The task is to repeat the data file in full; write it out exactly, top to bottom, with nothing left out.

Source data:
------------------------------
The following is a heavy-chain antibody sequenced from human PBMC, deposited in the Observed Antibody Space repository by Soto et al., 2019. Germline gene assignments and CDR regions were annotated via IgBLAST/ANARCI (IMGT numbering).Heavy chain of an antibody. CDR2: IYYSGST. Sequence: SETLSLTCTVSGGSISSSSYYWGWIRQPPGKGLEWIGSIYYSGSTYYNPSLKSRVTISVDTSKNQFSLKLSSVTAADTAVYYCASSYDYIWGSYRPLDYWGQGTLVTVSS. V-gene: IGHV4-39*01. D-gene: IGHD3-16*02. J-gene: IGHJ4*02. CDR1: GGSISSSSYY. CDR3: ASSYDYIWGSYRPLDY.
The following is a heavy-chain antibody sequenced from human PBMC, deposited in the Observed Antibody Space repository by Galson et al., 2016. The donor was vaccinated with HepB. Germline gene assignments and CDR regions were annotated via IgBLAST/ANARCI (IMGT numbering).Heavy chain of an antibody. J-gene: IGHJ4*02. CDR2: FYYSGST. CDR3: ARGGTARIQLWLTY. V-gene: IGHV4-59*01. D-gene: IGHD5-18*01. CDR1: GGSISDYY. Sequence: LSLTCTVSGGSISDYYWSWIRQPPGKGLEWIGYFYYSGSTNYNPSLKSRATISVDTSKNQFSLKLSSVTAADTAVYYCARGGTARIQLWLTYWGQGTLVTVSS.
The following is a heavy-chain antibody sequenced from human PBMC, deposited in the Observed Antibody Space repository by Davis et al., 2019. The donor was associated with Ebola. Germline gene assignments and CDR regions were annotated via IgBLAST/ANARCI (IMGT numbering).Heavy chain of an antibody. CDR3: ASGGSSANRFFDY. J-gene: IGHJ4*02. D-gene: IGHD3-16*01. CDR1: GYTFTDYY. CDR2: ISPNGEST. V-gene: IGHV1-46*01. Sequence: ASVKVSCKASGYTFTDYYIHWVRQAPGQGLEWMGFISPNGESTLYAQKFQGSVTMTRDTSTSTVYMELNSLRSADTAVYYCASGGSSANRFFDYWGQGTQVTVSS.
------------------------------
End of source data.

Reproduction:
The following is a heavy-chain antibody sequenced from human PBMC, deposited in the Observed Antibody Space repository by Soto et al., 2019. Germline gene assignments and CDR regions were annotated via IgBLAST/ANARCI (IMGT numbering).Heavy chain of an antibody. CDR2: IYYSGST. Sequence: SETLSLTCTVSGGSISSSSYYWGWIRQPPGKGLEWIGSIYYSGSTYYNPSLKSRVTISVDTSKNQFSLKLSSVTAADTAVYYCASSYDYIWGSYRPLDYWGQGTLVTVSS. V-gene: IGHV4-39*01. D-gene: IGHD3-16*02. J-gene: IGHJ4*02. CDR1: GGSISSSSYY. CDR3: ASSYDYIWGSYRPLDY.
The following is a heavy-chain antibody sequenced from human PBMC, deposited in the Observed Antibody Space repository by Galson et al., 2016. The donor was vaccinated with HepB. Germline gene assignments and CDR regions were annotated via IgBLAST/ANARCI (IMGT numbering).Heavy chain of an antibody. J-gene: IGHJ4*02. CDR2: FYYSGST. CDR3: ARGGTARIQLWLTY. V-gene: IGHV4-59*01. D-gene: IGHD5-18*01. CDR1: GGSISDYY. Sequence: LSLTCTVSGGSISDYYWSWIRQPPGKGLEWIGYFYYSGSTNYNPSLKSRATISVDTSKNQFSLKLSSVTAADTAVYYCARGGTARIQLWLTYWGQGTLVTVSS.
The following is a heavy-chain antibody sequenced from human PBMC, deposited in the Observed Antibody Space repository by Davis et al., 2019. The donor was associated with Ebola. Germline gene assignments and CDR regions were annotated via IgBLAST/ANARCI (IMGT numbering).Heavy chain of an antibody. CDR3: ASGGSSANRFFDY. J-gene: IGHJ4*02. D-gene: IGHD3-16*01. CDR1: GYTFTDYY. CDR2: ISPNGEST. V-gene: IGHV1-46*01. Sequence: ASVKVSCKASGYTFTDYYIHWVRQAPGQGLEWMGFISPNGESTLYAQKFQGSVTMTRDTSTSTVYMELNSLRSADTAVYYCASGGSSANRFFDYWGQGTQVTVSS.